Painting created by artificial intelligence deemed less valuable, says new research
Paintings created by artificial intelligence are considered less valuable than those done by the human hand, new research shows.
Specialists from the Catholic University of Lublin and the University of Lodz divided volunteers into four groups and showed them the same image made by Ai-Da, an AI system hidden inside a humanoid shell resembling a woman.
Telling half the volunteers the creator was a human, while the other half were told that the painting had been made by a robot, the groups had to guess the value of the painting in Polish zlotys.
The researchers found that the volunteers believed that if a painting made by a robot was worth PLN 1,000, then a person should get more for a similar work.
Dr. Paweł Fortuna from the Department of Experimental Psychology of the Catholic University of Lublin and Dr. Artur Modliński from the Center for Artificial Intelligence and Cybercommunication Research at the Faculty of Management of the University of Lodz said: “If a person receives PLN 1,000 for a painting, an analogous work of a robot that is not an artist should be worth less.”
“It turns out that we still approach them with restrain. When people find out that a painting was painted by AI, they evaluate it as less valuable than a painting created by man.”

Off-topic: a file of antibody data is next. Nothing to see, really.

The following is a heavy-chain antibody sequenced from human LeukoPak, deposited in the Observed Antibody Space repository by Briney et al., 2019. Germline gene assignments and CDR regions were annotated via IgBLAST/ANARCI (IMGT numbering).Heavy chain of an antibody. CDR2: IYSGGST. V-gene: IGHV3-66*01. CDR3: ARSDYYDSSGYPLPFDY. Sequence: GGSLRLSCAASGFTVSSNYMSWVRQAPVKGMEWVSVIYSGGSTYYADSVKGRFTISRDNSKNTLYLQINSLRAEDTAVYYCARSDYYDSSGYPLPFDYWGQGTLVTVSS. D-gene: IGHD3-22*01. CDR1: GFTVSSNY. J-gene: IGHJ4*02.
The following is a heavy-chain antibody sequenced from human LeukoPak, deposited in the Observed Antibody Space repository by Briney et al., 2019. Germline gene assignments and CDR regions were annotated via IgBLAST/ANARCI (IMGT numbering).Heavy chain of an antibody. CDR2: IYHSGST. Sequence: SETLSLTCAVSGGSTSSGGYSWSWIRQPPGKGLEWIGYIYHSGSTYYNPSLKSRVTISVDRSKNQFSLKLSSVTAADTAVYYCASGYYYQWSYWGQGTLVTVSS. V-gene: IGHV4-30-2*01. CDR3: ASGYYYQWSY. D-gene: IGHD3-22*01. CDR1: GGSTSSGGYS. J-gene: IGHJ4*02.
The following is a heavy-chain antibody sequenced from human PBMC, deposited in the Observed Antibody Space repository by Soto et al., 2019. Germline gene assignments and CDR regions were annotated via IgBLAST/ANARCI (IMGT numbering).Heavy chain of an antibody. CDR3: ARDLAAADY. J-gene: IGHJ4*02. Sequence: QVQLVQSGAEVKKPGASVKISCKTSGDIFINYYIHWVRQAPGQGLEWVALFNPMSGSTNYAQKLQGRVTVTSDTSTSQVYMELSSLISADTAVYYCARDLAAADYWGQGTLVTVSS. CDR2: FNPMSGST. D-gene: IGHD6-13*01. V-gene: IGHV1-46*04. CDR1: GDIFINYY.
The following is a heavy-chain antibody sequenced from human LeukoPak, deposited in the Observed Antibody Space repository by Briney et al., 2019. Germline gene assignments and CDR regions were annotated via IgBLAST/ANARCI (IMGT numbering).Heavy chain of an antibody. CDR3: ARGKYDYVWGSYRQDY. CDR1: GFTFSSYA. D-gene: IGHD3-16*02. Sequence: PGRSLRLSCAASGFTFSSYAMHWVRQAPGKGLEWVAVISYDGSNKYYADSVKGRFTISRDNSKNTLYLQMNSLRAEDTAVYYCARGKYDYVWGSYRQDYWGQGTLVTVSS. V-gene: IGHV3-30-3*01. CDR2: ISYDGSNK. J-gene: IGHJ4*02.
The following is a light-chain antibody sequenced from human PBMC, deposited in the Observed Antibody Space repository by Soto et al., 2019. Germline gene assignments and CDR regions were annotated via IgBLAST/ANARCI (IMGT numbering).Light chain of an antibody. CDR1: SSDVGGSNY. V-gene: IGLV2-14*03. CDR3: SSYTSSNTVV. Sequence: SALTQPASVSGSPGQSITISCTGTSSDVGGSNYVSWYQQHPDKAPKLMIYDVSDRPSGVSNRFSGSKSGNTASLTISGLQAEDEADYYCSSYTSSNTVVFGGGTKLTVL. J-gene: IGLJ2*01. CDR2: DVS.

Until recently, this was a view shared by art experts, too. The breakthrough came when an AI-made portrait (entitled "Edmond de Belamy") was auctioned for $ 432,500.
This was quite a surprise for the art market as artificially generated works previously had not reached similar prices. This incident gave rise to questions about the perception and value of works of art created by artificial intelligence.
The first humanoid robots capable of painting human portraits using face identification and image reconstruction technologies were built in 2005. They created drawings that were strikingly similar to those made by humans. Since then, new generations of even more perfect robots have been built, and their work resembles images created by people more and more.
In 2019, researchers at the University of Leeds and Oxford created their Ai-Da fembot. Equipped with a camera that captures an image, appropriate software transforms it, and the effect is applied to the plane by an efficient robotic arm.
Drs Fortuna and Modliński said that following that praise Ai-Da received “we decided to check the opinion of people who do not deal with art on a daily basis.”
The results of their research in the article 'A(I)rtist or Counterfeiter? Artificial Intelligence as (D)Evaluating Factor on the Art Market', is published in The Journal of Arts Management, Law, and Society (DOI: 10.1080/10632921.2021.1887032).
Author: Zbigniew Wojtasiński
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